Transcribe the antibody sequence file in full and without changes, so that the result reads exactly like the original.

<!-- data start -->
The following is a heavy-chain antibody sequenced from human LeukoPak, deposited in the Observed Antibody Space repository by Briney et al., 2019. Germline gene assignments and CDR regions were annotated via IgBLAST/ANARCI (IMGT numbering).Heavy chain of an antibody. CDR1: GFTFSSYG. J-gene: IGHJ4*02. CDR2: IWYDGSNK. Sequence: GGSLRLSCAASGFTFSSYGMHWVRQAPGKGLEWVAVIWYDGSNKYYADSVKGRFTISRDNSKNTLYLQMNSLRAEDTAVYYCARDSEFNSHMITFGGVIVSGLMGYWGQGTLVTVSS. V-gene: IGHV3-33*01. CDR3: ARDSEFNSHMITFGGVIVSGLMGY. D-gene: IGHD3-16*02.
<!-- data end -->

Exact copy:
The following is a heavy-chain antibody sequenced from human LeukoPak, deposited in the Observed Antibody Space repository by Briney et al., 2019. Germline gene assignments and CDR regions were annotated via IgBLAST/ANARCI (IMGT numbering).Heavy chain of an antibody. CDR1: GFTFSSYG. J-gene: IGHJ4*02. CDR2: IWYDGSNK. Sequence: GGSLRLSCAASGFTFSSYGMHWVRQAPGKGLEWVAVIWYDGSNKYYADSVKGRFTISRDNSKNTLYLQMNSLRAEDTAVYYCARDSEFNSHMITFGGVIVSGLMGYWGQGTLVTVSS. V-gene: IGHV3-33*01. CDR3: ARDSEFNSHMITFGGVIVSGLMGY. D-gene: IGHD3-16*02.